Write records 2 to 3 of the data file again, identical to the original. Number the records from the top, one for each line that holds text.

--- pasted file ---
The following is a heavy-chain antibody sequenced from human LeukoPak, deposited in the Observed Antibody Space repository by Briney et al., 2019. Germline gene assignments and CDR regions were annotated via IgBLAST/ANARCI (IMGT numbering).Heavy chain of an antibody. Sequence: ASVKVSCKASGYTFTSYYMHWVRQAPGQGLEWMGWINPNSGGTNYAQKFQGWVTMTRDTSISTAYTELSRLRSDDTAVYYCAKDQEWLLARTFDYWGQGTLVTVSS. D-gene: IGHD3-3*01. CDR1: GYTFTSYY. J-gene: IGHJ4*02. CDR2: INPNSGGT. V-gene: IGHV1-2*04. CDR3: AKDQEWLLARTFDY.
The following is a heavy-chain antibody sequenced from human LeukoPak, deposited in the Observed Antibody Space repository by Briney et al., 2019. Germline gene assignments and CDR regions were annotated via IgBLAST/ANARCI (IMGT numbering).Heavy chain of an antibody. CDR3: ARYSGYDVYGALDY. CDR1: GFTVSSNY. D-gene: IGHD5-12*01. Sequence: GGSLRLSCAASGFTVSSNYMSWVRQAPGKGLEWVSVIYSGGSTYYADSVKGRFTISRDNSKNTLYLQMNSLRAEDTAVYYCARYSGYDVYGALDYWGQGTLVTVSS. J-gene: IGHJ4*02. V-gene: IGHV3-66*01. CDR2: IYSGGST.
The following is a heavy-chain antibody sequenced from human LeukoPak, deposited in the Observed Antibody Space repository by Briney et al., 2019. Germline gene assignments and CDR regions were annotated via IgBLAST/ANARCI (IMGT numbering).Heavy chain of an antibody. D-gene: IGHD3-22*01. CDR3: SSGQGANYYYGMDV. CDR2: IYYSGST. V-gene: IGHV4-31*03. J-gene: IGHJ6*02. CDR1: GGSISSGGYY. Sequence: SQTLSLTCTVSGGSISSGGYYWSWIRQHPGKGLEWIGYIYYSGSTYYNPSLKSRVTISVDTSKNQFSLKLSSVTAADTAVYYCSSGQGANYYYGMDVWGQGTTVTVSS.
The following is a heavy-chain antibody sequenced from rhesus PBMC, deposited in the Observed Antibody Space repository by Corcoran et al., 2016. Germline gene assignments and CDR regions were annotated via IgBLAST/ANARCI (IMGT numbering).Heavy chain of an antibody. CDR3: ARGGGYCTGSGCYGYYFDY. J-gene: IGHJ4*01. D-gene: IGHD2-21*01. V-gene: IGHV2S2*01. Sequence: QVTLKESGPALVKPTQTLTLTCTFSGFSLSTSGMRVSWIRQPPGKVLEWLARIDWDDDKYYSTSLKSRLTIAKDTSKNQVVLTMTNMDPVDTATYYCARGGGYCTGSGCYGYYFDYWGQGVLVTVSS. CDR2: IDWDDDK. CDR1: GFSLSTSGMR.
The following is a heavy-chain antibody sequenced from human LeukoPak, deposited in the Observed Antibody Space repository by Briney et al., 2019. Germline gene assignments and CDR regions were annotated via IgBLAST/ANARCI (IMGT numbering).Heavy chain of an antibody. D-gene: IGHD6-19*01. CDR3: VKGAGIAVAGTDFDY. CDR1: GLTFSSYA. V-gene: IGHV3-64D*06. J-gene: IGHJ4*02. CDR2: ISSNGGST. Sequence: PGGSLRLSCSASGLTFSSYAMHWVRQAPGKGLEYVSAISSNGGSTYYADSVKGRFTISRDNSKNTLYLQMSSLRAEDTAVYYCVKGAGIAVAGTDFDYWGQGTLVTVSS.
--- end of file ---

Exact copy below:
The following is a heavy-chain antibody sequenced from human LeukoPak, deposited in the Observed Antibody Space repository by Briney et al., 2019. Germline gene assignments and CDR regions were annotated via IgBLAST/ANARCI (IMGT numbering).Heavy chain of an antibody. CDR3: ARYSGYDVYGALDY. CDR1: GFTVSSNY. D-gene: IGHD5-12*01. Sequence: GGSLRLSCAASGFTVSSNYMSWVRQAPGKGLEWVSVIYSGGSTYYADSVKGRFTISRDNSKNTLYLQMNSLRAEDTAVYYCARYSGYDVYGALDYWGQGTLVTVSS. J-gene: IGHJ4*02. V-gene: IGHV3-66*01. CDR2: IYSGGST.
The following is a heavy-chain antibody sequenced from human LeukoPak, deposited in the Observed Antibody Space repository by Briney et al., 2019. Germline gene assignments and CDR regions were annotated via IgBLAST/ANARCI (IMGT numbering).Heavy chain of an antibody. D-gene: IGHD3-22*01. CDR3: SSGQGANYYYGMDV. CDR2: IYYSGST. V-gene: IGHV4-31*03. J-gene: IGHJ6*02. CDR1: GGSISSGGYY. Sequence: SQTLSLTCTVSGGSISSGGYYWSWIRQHPGKGLEWIGYIYYSGSTYYNPSLKSRVTISVDTSKNQFSLKLSSVTAADTAVYYCSSGQGANYYYGMDVWGQGTTVTVSS.